Carrier, Martha

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Martha Carrier

Calling her a "rampant hag" and the "Queen of Hell," the Reverend Cotton Mather harbored no doubts that Martha Carrier deserved to

be executed as a witch during the Salem outbreak on August 19, 1692. The Salem documents themselves, however, reveal that her

crime was not witchcraft but an independence of mind and an unsubmissive character. A daughter of one of the founding families of

Andover, Martha married a young Welsh servant, Thomas Carrier, in 1674, by whom she had four children. The Salem accusation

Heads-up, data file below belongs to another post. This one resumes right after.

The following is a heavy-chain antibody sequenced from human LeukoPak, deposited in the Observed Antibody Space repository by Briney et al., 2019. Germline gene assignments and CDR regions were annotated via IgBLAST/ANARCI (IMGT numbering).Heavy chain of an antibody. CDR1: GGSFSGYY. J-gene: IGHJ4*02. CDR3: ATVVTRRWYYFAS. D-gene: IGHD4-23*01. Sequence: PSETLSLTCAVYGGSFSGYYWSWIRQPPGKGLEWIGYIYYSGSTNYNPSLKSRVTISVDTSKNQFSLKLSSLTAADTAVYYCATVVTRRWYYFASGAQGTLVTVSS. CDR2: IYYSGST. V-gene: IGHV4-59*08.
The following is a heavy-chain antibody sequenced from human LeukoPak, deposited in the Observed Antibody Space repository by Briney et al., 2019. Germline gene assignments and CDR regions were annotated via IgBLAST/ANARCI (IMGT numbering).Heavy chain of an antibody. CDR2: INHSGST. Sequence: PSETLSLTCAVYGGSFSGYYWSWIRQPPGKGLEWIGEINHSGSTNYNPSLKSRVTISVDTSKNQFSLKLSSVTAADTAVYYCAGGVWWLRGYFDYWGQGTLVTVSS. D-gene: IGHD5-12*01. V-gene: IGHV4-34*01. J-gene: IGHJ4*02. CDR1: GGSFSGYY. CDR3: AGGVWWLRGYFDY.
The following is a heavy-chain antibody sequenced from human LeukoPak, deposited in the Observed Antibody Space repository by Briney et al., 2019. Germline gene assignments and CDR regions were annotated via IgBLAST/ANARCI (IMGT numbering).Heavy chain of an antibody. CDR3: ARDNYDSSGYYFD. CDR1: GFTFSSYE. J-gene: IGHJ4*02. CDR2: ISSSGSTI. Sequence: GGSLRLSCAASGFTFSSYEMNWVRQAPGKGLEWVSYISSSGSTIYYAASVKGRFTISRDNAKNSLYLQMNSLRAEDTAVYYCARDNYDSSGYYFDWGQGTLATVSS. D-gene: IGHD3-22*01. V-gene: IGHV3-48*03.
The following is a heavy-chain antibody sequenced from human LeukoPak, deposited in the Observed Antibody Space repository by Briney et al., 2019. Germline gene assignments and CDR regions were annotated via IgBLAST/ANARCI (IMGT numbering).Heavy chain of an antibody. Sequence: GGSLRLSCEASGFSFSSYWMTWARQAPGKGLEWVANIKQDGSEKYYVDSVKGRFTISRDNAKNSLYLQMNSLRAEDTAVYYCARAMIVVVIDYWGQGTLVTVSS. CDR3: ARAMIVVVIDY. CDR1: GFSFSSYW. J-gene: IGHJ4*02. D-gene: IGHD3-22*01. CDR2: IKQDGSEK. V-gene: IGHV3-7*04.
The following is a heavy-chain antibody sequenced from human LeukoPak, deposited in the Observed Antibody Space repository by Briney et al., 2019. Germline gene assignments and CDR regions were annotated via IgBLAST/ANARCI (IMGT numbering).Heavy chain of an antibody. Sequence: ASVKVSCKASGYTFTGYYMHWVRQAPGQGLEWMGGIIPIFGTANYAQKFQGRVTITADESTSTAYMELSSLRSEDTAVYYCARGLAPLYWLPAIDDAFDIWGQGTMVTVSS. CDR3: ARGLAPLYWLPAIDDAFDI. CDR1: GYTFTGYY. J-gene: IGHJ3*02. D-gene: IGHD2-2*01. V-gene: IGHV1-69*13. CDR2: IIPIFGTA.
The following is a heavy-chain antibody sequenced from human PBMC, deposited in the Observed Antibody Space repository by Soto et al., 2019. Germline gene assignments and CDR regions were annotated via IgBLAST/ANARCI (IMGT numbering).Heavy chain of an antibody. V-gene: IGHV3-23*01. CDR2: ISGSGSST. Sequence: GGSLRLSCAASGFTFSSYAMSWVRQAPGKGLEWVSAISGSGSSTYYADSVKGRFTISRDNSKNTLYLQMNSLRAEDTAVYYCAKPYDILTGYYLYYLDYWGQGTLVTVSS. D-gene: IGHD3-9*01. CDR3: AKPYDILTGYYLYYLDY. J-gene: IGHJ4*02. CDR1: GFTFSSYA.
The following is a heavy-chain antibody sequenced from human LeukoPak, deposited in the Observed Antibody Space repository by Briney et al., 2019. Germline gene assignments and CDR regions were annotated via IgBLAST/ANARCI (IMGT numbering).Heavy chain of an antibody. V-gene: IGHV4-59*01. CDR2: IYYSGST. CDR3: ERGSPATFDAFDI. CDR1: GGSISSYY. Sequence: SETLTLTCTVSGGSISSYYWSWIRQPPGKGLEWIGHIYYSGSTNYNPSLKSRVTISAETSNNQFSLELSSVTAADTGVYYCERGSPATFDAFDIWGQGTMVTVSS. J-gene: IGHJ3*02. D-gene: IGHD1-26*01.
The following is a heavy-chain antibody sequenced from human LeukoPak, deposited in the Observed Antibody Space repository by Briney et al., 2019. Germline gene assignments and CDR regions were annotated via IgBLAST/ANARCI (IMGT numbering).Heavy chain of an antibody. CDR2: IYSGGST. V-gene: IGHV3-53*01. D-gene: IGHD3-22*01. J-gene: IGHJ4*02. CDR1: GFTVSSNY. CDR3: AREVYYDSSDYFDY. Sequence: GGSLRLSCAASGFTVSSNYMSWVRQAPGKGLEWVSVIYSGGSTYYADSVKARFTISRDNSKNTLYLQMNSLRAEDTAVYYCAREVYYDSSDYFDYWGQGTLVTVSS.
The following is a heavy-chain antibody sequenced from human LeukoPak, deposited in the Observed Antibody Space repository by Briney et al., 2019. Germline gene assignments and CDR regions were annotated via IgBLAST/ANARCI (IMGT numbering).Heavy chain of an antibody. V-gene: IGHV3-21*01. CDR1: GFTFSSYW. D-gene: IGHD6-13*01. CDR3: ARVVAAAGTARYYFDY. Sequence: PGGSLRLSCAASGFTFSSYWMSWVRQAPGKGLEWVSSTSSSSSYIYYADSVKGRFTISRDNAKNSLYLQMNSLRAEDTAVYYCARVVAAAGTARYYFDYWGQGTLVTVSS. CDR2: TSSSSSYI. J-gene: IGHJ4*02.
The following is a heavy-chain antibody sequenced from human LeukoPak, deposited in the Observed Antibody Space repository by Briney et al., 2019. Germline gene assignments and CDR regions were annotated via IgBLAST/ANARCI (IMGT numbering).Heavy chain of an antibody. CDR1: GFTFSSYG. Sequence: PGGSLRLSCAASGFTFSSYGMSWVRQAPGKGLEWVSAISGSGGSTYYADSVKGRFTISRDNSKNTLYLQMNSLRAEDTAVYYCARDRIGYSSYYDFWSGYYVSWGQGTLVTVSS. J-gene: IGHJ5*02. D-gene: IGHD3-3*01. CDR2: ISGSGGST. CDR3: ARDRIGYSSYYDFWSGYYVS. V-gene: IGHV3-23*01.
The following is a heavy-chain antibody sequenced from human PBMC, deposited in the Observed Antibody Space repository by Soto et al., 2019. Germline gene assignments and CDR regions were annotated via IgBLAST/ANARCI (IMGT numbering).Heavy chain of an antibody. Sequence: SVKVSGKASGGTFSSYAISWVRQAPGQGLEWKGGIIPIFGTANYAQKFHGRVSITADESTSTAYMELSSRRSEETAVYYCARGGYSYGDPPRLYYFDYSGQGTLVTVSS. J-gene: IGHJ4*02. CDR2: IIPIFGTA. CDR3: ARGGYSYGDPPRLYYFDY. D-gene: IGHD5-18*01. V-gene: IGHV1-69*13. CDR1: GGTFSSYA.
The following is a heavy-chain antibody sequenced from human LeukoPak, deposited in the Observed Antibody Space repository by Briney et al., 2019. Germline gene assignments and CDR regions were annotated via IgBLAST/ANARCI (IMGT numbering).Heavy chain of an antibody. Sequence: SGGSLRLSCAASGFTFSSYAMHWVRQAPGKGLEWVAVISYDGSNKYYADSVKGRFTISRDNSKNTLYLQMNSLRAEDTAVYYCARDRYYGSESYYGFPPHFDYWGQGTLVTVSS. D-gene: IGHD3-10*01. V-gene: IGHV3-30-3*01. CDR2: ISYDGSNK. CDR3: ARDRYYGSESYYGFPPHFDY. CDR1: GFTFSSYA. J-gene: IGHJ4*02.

against Martha came only two years after the selectmen of Andover blamed a smallpox epidemic on her witchcraft. Although

historians have blamed her accusation on causes ranging from a conspiracy against Andover's proprietary families to reaction

against threats to patriarchal inheritance, her contentious spirit and the earlier charge of witchcraft seem the most plausible

explanation.

See Also

Important persons in the Salem Court Records Salem Witch Trials, Univ. of Virginia

In the devil's snare : the Salem witchcraft crisis of 1692 by Mary Beth Norton.